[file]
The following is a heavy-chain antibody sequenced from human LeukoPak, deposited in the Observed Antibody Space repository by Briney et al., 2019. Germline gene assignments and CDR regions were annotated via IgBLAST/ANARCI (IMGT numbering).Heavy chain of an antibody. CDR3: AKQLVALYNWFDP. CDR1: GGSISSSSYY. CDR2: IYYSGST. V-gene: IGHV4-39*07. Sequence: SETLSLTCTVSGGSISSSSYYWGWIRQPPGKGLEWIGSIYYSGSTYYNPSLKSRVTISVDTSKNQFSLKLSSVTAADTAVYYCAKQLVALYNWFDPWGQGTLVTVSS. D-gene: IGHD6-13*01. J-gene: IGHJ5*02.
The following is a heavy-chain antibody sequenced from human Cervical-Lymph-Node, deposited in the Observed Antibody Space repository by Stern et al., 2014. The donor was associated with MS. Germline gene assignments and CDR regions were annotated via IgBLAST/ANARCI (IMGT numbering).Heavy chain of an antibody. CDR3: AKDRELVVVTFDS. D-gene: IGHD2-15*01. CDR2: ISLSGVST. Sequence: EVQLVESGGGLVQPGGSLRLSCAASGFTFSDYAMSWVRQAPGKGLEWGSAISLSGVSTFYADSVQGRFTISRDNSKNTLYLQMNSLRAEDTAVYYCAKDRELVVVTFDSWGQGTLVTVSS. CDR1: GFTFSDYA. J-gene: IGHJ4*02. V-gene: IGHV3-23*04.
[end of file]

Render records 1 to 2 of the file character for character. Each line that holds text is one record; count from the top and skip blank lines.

The following is a heavy-chain antibody sequenced from human LeukoPak, deposited in the Observed Antibody Space repository by Briney et al., 2019. Germline gene assignments and CDR regions were annotated via IgBLAST/ANARCI (IMGT numbering).Heavy chain of an antibody. CDR3: AKQLVALYNWFDP. CDR1: GGSISSSSYY. CDR2: IYYSGST. V-gene: IGHV4-39*07. Sequence: SETLSLTCTVSGGSISSSSYYWGWIRQPPGKGLEWIGSIYYSGSTYYNPSLKSRVTISVDTSKNQFSLKLSSVTAADTAVYYCAKQLVALYNWFDPWGQGTLVTVSS. D-gene: IGHD6-13*01. J-gene: IGHJ5*02.
The following is a heavy-chain antibody sequenced from human Cervical-Lymph-Node, deposited in the Observed Antibody Space repository by Stern et al., 2014. The donor was associated with MS. Germline gene assignments and CDR regions were annotated via IgBLAST/ANARCI (IMGT numbering).Heavy chain of an antibody. CDR3: AKDRELVVVTFDS. D-gene: IGHD2-15*01. CDR2: ISLSGVST. Sequence: EVQLVESGGGLVQPGGSLRLSCAASGFTFSDYAMSWVRQAPGKGLEWGSAISLSGVSTFYADSVQGRFTISRDNSKNTLYLQMNSLRAEDTAVYYCAKDRELVVVTFDSWGQGTLVTVSS. CDR1: GFTFSDYA. J-gene: IGHJ4*02. V-gene: IGHV3-23*04.